"Blue blood" is an English/American idiom that refers to high-class and/or rich people, with the implication of effete arrogance.

Two false theories have been presented to me at various times to explain this:

  • Wealthy people tend to use silver cutlery, and because of all the extra silver that gets into their diet from this, it gives their skin a gray or bluish cast. Now, it is true that too much silver will discolor your skin, but using silverware alone is not enough to do that.
  • Blood inside your body is actually blue, but the reason you never see blue blood come out is that it oxidizes on contact with air and becomes red. This just isn't true. The redness of blood does change based on how much oxygen it is carrying, but it only varies from bright red to dark red.
The term is actually derived directly from the Spanish sangre azul which was used by noble families to indicate pure breeding. Their lighter skin showed its blue veins more clearly than darker skinned peoples like the Moors.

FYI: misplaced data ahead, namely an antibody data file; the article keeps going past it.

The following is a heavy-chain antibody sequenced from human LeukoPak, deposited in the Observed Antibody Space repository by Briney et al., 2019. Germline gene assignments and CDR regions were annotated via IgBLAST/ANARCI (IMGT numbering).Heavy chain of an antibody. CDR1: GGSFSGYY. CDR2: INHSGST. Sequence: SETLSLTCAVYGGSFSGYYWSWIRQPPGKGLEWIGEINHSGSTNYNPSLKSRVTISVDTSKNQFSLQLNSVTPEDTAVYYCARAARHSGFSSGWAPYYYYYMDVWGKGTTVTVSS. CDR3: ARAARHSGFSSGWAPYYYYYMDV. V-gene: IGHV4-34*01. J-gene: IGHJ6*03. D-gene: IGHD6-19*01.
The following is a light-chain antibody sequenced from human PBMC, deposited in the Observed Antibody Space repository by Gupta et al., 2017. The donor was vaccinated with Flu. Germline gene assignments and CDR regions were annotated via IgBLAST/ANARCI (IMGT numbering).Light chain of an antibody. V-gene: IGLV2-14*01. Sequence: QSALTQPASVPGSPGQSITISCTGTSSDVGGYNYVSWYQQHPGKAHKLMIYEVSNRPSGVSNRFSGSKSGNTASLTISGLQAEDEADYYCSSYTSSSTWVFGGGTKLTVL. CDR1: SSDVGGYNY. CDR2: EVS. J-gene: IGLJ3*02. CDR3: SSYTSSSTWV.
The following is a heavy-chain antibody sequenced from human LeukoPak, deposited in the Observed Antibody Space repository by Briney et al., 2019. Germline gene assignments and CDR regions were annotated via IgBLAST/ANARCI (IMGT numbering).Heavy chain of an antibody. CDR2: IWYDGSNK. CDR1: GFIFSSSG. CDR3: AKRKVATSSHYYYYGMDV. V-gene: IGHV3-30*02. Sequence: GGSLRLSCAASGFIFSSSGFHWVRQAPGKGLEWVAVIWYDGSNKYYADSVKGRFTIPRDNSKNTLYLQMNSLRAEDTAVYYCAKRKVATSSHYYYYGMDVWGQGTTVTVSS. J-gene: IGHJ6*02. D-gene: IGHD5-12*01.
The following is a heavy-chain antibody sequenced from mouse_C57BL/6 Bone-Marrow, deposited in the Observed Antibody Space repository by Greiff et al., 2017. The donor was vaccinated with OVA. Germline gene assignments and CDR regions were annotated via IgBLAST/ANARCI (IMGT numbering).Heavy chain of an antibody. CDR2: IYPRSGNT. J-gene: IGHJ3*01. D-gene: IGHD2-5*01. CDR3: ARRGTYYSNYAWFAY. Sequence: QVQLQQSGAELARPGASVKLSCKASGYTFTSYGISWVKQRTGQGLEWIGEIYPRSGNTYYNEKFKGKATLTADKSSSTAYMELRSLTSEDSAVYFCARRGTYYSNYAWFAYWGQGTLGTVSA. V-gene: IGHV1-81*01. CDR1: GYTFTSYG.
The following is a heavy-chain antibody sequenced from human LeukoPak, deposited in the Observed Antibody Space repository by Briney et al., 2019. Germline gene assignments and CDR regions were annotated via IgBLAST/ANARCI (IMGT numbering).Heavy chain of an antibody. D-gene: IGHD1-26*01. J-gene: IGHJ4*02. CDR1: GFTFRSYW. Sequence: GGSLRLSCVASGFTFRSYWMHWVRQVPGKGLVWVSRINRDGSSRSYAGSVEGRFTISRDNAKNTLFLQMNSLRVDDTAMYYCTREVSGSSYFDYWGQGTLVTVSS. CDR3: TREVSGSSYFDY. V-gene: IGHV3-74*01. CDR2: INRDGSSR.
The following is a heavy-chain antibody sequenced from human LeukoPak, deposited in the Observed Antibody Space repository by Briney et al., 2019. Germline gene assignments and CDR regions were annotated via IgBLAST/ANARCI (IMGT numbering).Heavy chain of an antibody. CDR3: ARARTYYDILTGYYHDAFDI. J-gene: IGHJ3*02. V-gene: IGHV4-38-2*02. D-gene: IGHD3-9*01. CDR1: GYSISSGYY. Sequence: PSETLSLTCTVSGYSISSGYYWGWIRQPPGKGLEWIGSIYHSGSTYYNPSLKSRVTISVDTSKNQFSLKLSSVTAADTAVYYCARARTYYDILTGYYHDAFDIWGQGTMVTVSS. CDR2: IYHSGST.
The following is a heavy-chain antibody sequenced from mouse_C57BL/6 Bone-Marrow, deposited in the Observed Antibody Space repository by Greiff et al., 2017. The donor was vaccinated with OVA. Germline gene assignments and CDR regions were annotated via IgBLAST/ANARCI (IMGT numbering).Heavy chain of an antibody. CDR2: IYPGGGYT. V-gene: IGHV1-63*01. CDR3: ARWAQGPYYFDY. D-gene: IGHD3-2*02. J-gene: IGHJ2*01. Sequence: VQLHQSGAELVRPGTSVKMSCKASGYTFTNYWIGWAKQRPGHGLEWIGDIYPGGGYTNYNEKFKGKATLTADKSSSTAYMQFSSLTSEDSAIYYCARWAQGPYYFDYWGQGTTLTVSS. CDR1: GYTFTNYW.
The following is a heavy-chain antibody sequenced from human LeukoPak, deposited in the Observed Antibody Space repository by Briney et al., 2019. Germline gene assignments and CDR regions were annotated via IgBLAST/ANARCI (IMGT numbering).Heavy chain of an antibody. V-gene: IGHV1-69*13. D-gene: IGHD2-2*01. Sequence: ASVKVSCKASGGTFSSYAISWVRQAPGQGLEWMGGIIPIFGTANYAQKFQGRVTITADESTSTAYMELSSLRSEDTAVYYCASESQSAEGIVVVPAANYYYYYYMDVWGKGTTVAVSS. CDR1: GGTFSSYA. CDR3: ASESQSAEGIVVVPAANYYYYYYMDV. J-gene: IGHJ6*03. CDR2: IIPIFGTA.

But, you may ask, how come my veins look blue when they are actually clear and my blood is red ?

That question was answered by Lothar Lilge, a physicist at the Ontario Laser and Light Wave Research Center in Toronto. After a series of experiments he discovered that the outer layers of skin reflect diverse wavelengths of light differently. Red light penetrates deeper into out skin than blue light, so the red light makes it into the vein where it is absorbed by the blood. But the blue light gets reflected off the skin above the vein thus giving it a bluish coloring. When no vein is present the red light does not get absorbed and reflects along with the blue.